Go out of Teheran, go beyond the vast and sprawling capital that admittedly comprises a large proportion of the national population, nearly reaching 19 percent. Outside you encounter a gi-normously larger and different collective mindset of 70 percent comprising the rural lands and cities like Esfahan, Bam, Tabriz, Bandar Abbas, Khorramshahr, Shiraz and 50 thousand other lesser cities, towns and villages. There you will find a huge majority of Iranians who believe Ahmadinejad is a crusader against the corruption of the rich Ayatollah families. Yes, he failed to fix the economy but that is less important to a majority populace that factors a leader’s piety higher than his ability to fix worldly economic problems. They forgive him for that.
Israeli threats to bomb Iran were played up by Ahmadinejad because his voting base IS concerned about a nuclear-armed Israel and nationalist feelings run deep, as deep as religious conservatism. People texting or key paddling around in Tehran’s packed Internet cafes might welcome outside manipulation of Iran’s elections. The vast hinterland teams with Iranians who look upon the current Western news reporting as another attempt of Britain and America to meddle in their affairs, just like they did in 1953 when British and US C.I.A. agents helped overthrow a democratically elected government that had successfully deposed the dictatorial Shah of Iran.
The CIA put him back on his throne. The dictatorship got a lot darker for the common people. If Iranians had helped overthrow a British or American democracy over 50 years ago, I do not think an attempt to manipulate the outcome of elections from cyberspace coming from Iranian texters and news anchors would be welcome today.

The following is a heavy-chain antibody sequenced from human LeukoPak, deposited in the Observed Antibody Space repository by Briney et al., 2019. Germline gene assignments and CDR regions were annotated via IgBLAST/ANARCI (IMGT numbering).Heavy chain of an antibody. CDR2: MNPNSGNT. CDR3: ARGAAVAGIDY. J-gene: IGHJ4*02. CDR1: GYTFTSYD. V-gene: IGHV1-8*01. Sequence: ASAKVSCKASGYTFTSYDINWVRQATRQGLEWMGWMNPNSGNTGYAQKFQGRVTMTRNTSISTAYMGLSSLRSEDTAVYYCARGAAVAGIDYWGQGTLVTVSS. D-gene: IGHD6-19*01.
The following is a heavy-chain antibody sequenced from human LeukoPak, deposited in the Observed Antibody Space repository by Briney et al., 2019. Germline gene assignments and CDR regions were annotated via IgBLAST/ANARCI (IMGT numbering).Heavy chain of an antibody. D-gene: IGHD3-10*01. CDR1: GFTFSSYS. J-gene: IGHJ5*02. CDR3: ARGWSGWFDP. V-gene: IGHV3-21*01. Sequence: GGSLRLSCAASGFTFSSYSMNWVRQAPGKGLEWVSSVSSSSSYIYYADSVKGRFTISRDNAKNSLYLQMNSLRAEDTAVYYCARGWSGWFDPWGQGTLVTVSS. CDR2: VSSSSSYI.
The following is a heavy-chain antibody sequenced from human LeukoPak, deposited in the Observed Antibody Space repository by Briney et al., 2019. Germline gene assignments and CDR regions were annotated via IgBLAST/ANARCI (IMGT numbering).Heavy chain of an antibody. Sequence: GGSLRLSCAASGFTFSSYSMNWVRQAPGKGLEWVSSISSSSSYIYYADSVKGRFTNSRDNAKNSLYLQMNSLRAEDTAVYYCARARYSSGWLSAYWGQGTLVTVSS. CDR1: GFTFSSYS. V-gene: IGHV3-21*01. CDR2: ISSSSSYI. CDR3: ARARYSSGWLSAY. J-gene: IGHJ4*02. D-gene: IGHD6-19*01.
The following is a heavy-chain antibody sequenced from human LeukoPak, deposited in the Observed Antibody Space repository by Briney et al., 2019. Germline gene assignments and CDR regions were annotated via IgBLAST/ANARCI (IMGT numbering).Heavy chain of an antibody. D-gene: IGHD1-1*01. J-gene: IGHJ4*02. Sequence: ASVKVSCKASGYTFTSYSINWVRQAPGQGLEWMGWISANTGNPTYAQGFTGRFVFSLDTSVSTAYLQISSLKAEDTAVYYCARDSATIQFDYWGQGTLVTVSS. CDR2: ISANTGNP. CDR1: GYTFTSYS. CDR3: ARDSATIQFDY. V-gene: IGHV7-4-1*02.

Such facts are ignored by many of those in Iran and elsewhere caught up to their thumbnails under the spell of their Internet text button toys. I see a pattern growing here in the geek-able post baby boomer generation X, Y and Z, otherwise known as the “New Millennials.” They live life as an extension of their cell phones and twitter long enough to forget a whole lot of the world does not live in their world just yet.
Cybermyopia makes CNN and Fox news anchors view Teheran as Iran. It is an illusion. Western journalists, like Mousavi supporters, have unconsciously deleted from existence a vast multitude of people not yet a part of their social network. Mousavi’s Iranians are living in a virtual political reality bubble, some of which will die tomorrow (Saturday) in the streets of Teheran clashing with government security supported by those tens of millions more Iranians who voted for Ahmadinejad.
Ah, reckless cyber youth, be mindful of this cybermyopia when you face the Revolutionary Guards tomorrow on 20 June 2009. Unplug and look around.
The new Iranian Revolution is coming when you become aware and stop denying the existence of “all” the political forces at play in your country, plugged “and” unplugged.